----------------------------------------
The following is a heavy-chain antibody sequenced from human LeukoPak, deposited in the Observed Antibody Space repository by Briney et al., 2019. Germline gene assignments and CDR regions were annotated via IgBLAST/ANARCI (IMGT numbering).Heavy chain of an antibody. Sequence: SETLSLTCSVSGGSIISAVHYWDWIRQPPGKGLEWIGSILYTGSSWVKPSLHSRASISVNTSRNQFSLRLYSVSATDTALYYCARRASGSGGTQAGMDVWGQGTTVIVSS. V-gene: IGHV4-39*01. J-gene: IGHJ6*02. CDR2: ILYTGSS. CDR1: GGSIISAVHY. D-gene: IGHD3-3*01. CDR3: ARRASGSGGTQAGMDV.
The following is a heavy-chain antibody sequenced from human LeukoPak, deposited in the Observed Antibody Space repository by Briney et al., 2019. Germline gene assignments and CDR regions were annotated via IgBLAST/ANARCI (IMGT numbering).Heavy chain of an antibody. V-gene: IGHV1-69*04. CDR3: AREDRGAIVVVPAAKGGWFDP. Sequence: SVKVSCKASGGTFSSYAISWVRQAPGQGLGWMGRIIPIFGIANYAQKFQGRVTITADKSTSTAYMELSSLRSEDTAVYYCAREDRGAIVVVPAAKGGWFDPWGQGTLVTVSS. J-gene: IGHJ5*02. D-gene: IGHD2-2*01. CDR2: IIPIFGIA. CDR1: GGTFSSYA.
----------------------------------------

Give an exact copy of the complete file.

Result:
The following is a heavy-chain antibody sequenced from human LeukoPak, deposited in the Observed Antibody Space repository by Briney et al., 2019. Germline gene assignments and CDR regions were annotated via IgBLAST/ANARCI (IMGT numbering).Heavy chain of an antibody. Sequence: SETLSLTCSVSGGSIISAVHYWDWIRQPPGKGLEWIGSILYTGSSWVKPSLHSRASISVNTSRNQFSLRLYSVSATDTALYYCARRASGSGGTQAGMDVWGQGTTVIVSS. V-gene: IGHV4-39*01. J-gene: IGHJ6*02. CDR2: ILYTGSS. CDR1: GGSIISAVHY. D-gene: IGHD3-3*01. CDR3: ARRASGSGGTQAGMDV.
The following is a heavy-chain antibody sequenced from human LeukoPak, deposited in the Observed Antibody Space repository by Briney et al., 2019. Germline gene assignments and CDR regions were annotated via IgBLAST/ANARCI (IMGT numbering).Heavy chain of an antibody. V-gene: IGHV1-69*04. CDR3: AREDRGAIVVVPAAKGGWFDP. Sequence: SVKVSCKASGGTFSSYAISWVRQAPGQGLGWMGRIIPIFGIANYAQKFQGRVTITADKSTSTAYMELSSLRSEDTAVYYCAREDRGAIVVVPAAKGGWFDPWGQGTLVTVSS. J-gene: IGHJ5*02. D-gene: IGHD2-2*01. CDR2: IIPIFGIA. CDR1: GGTFSSYA.